Employees are first to suffer if any organization start defaulting or run in losses or goes for Insolvency or liquidation. In many cases, salaries are not paid for many months then asked to leave one day. Due to the lack of any specific grievance cell, such employees become the victims.
Now, the legislature has addressed the above issue in Insolvency and bankruptcy Codes, 2016 (IBC). According to the provisions of Insolvency and Bankruptcy Code, 2016, all the workmen and employees shall be considered as operational creditors and can approach NCLT under section 9 of IBC if the employees have been denied their salaries or due owed to them by the corporate debtor.
Who is an employee?
An employee is defined as a person who provides his/her services to the employer in respect of which he is entitled to regular or fixed wages or salaries.
A person is an employee if:-
1. A person is employed under the employer or corporate person
2. Drawing a fixed salary or wages
3. Has entered into a contract of employment.
Filing petition under IBC
An employee may file petition u/s 9 of IBC after serving the notice of demand u/s 8 of IBC. In the case of an employee –
1. If the employee is entitled to some salary or wages; debt.
2. The corporate debtor has failed to release the salary for the time period for which the employee provided his services or worked under the employment of the employer or respondent company; default.
3. The employee has issued a demand notice as prescribed under section 8 of BC, to the employer or corporate debtor for the release of the salary due.
4. And neither payment is made nor any dispute is raised pursuant to above notice of demand.
Details and Documents required for Insolvency petition
To file the Insolvency Petition under section 9 of IBC, an employee should file under the following relevant documents:-
1. Copy of pay in slips, bank statements, offer letter and other documents to an undisputed debt.
2. Affidavit stating that no notice of dispute has been issued by the corporate debtor.
3. Copy of bank statement stating that no amount has been paid by the debtor.
4. Any other documents which can establish the debt and default.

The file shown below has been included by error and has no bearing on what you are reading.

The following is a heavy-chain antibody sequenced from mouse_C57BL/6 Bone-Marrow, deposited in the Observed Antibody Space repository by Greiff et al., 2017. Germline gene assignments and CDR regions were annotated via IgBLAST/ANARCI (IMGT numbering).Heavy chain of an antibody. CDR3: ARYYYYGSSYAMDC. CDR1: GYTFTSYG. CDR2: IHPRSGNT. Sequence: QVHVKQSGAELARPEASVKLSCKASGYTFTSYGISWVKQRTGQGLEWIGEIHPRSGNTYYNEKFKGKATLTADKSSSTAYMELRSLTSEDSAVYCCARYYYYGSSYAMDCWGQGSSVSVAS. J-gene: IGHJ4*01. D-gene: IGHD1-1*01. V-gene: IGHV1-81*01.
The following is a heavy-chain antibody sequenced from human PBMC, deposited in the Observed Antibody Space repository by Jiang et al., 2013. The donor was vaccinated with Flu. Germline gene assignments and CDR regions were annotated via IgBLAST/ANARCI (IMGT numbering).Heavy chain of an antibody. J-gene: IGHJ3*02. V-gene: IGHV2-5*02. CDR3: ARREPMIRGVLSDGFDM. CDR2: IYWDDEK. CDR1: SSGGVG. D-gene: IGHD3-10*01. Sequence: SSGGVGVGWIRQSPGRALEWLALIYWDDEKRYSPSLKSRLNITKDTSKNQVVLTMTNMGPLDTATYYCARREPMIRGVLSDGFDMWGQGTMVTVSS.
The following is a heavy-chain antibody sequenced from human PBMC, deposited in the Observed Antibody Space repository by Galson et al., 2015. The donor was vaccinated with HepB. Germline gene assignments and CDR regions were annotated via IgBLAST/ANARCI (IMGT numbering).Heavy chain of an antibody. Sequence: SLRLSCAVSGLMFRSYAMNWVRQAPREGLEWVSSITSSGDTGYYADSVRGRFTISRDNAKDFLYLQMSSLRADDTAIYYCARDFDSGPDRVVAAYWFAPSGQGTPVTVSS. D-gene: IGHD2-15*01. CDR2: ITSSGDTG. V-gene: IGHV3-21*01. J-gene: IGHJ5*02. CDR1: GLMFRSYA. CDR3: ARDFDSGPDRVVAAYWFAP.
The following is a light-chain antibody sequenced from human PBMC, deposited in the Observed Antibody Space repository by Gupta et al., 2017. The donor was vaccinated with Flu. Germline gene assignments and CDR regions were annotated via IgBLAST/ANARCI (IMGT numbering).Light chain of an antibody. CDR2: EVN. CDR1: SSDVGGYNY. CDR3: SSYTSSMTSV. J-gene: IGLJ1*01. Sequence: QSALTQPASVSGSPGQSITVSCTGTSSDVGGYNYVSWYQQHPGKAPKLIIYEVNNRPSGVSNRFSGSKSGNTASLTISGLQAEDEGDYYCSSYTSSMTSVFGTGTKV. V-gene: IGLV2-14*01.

In the case of Nitin Gupta vs. M/s Applied Electronic Pvt. Ltd., an employee filed an application under section 9 of IBC for non-payment of salary. The corporate debtor or respondent company disputed the partial claim and accepted partial dues. NCLT admitted the application and observed that
By admitting the partial claim owed to the employee, the respondent company falls under the definition of corporate debtor and default has been committed by the respondent company. Therefore, the NCLT initiated the Corporate Insolvency Resolution Process against the corporate debtor.
In case Mr. N Subramanian vs. Aruna Hotels Limited, an application was filed by an ex-employee, claiming the salary due since the year 1999 under section 9 of IBC. The employee requested several times to the corporate debtor to release the salaries due. The respondent company raised the dispute and objected that the said claim is time-barred. NCLT rejected the contentions raised by the corporate debtor as the respondent company has assured to the employee many times through letter due to which the claim was not time-barred. Thus, the insolvency petition against the respondent company was admitted.
NCLT and NCALT have very well identified the grievances of the employees and redressed them by passing the reasonable and justified orders. In the light of the above provisions and decisions laid by NCLTs/NCLATs, it is advised to the employees to recognize their rights under IBC and approach NCLT to recover their dues in a time-bound manner.
Disclaimer – Please note that the above view is based on personal interpretation and for general awareness. The readers are required to take opinion from the IBC professionals or Insolvency Professionals before relying on the article. For any clarifications, please write to us at email@example.com